What I did when both my boys were about 2 or 2/12 was tell them that this is the last paci that you have and if it gets all yucky or you lose it that I wasn't aloud to buy anymore that the stores had to save them for the new babies. With my oldest he was very careful about not losing it and both of them were only aloud to have them at night or naps, so I eventually had to cut the tip off. I put it back where we kept it until nap or bed and when he found it he was very upset, but he had a blanket as well and that night I think that I was more upset than he was, he totally didn't even cry. We put his "broken" paci in his baby box together and kinda of had a little ceremony for it. As for my second son the dog ate it and I did the same thing as with my first as far as doing a ceremony. It all worked out. As far as what your pediatrician told you I have never heard of that and I have to say that unless your child has it in their mouth all day that it shouldn't be a big deal. I waited until they were at least two because I hadn't taken it away before they were one like I should have and I felt that I needed to wait until I could at least kinda of talk about it with my kids to where they understood and maybe it wouldn't be so tramatic for them and it worked for me. I think the whole pacifier thing for me was I was so worried about what everyone else would say when they found out my two year old still had one that I worried way too much. Now 4 kids later if they want it to help them sleep until they are 3, big deal the boys are no worse for the wear. I hoped I helped. :)

Hi M.,
A few ideas that have worked in the past include giving the paci to a new baby you know telling them how big they are and how the baby needs a paci. Another idea is to give the paci to a favorite character somewhere. (A friend's daughter gave hers to Minnie Mouse when they went to Disney and never asked for it again.) It sounds like you have the situation well under control if your son only has it in the car and bed...that is a huge start! Keep up the good work and I hope something works!
J.

I know the feeling! My son loved his pacifier, and I kept putting off getting rid of it because I thought it would be horrible. People suggested cutting the tip like you had said, but I didn't really think that sounded like the safest thing to do. I prolonged the whole thing, like I said, because I thought it would be horrible, and because I knew I would feel so bad when he cried for it- but you know what? I just decided one day to get rid of it- or them- rather, and to my surprise, he did wonderful! Now maybe I just got lucky, but I'll take it! I try to remember this with things that have came up since the pacifier. It seems like it will be so hard, but it really doesn't turn out to be so bad! I think I saw on a show- maybe Super-Nanny, that they took their child and pacifier or bottle (not sure which one), to the beach and set sail to it. They had written a cute note to send with it, that these pacifiers where going to other babies that needed them now, or something like that! I think they even had a cute new toy or something for the child afterwards. Just to encourage and stear their minds to something new and exciting. Obviously it's too cold now for the beach, but you could try mailing it and letting your son recieve his "new" toy or whatever in the mail. It's always fun getting stuff in the mail anyway. Or you could try the whole tooth fairy aspect! Put the pacifier under his pillow, tell him the paci fairy will come take it and make sure it gets to another child that needs it, and let him find his new toy in the morning! I know this all sounds kinda, no, really corny, but hey- whatever works and whatever makes things a little easier- right?! Hope this helps! And remember, it probably won't turn out to be as bad as you think! My son didn't really turn to anything else right away that I can think of, but a little while after, I'm not sure how long, he did start to carry his little toys everywhere. Just one little play person. That beats a pacifier, it won't do any harm to their teeth or anything else!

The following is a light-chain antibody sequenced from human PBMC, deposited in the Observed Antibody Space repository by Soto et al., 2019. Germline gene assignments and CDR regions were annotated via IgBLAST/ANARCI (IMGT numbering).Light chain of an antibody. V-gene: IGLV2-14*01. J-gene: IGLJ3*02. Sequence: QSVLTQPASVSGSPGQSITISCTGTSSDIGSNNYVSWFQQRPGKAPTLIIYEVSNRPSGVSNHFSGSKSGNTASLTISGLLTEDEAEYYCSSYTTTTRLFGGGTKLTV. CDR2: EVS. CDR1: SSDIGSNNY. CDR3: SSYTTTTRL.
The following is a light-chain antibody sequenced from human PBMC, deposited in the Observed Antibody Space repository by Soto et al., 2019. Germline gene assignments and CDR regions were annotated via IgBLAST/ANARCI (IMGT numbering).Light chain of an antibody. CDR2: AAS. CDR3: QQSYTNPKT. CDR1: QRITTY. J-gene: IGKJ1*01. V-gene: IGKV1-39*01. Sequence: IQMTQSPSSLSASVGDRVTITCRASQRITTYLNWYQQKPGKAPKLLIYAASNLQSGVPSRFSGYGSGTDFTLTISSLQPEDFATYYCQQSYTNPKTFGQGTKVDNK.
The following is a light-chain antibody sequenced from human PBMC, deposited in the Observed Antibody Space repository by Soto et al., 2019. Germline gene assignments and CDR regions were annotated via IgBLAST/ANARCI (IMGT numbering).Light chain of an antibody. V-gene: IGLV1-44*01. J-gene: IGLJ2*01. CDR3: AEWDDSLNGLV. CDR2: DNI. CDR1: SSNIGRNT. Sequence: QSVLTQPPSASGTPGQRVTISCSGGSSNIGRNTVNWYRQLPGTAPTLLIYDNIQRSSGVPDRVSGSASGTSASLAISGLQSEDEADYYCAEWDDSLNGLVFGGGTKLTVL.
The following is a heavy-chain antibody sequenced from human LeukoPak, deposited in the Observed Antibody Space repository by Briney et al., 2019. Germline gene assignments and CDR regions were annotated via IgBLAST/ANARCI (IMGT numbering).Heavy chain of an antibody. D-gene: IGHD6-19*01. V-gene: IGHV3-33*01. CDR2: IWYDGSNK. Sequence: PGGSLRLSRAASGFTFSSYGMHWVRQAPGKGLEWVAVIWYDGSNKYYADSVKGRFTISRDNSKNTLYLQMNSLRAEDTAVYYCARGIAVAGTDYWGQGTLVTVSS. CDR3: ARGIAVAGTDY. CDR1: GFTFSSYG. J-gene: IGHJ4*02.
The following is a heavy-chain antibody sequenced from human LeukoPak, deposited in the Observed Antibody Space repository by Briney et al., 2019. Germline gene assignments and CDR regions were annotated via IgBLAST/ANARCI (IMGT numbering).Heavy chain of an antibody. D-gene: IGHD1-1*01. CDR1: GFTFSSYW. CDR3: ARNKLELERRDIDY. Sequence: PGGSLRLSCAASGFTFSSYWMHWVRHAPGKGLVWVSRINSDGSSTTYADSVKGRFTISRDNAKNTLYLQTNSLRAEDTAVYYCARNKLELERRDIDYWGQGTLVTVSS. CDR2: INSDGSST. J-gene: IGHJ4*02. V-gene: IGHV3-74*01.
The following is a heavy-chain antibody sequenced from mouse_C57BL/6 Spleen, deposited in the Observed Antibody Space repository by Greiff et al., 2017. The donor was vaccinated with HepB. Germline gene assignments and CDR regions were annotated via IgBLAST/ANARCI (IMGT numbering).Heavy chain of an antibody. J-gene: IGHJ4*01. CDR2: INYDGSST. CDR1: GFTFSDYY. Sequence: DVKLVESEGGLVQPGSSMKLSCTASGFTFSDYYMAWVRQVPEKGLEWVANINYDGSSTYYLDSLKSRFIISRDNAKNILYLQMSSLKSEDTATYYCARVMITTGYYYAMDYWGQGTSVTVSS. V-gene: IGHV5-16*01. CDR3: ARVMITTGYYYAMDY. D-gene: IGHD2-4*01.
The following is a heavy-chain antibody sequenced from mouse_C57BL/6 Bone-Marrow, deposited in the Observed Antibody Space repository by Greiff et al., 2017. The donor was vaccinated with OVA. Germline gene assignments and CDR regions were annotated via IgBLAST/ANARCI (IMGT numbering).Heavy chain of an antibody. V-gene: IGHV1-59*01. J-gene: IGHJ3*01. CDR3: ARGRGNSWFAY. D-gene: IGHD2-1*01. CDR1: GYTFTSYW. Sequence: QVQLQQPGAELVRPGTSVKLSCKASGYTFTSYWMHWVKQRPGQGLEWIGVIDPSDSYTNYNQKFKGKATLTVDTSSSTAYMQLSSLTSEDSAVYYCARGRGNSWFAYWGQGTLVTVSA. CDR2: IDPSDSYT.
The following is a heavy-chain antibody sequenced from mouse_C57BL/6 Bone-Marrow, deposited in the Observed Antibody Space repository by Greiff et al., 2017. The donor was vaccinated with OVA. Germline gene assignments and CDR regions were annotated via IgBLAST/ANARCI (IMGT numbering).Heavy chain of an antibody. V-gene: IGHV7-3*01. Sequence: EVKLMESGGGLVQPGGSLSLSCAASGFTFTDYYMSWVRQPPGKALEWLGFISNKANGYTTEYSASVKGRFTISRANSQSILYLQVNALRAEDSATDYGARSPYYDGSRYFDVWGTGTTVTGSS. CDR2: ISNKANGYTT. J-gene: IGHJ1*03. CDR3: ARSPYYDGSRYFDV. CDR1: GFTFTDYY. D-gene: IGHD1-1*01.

My girls were a little older when we broke them of the Paci habit, but this idea may work for you as it is close to Easter. When my youngest daughter was about 2 we talked her into leaving her Paci for the Easter Bunny. She left it out the night before Easter and was rewarded with a special gift from the Easter Bunny. She never asked for it again, and really didn't attach to anything else.
We had tried cutting the tip, but that didn't work as she looked at it and then told me it was broken then put it back in her mouth!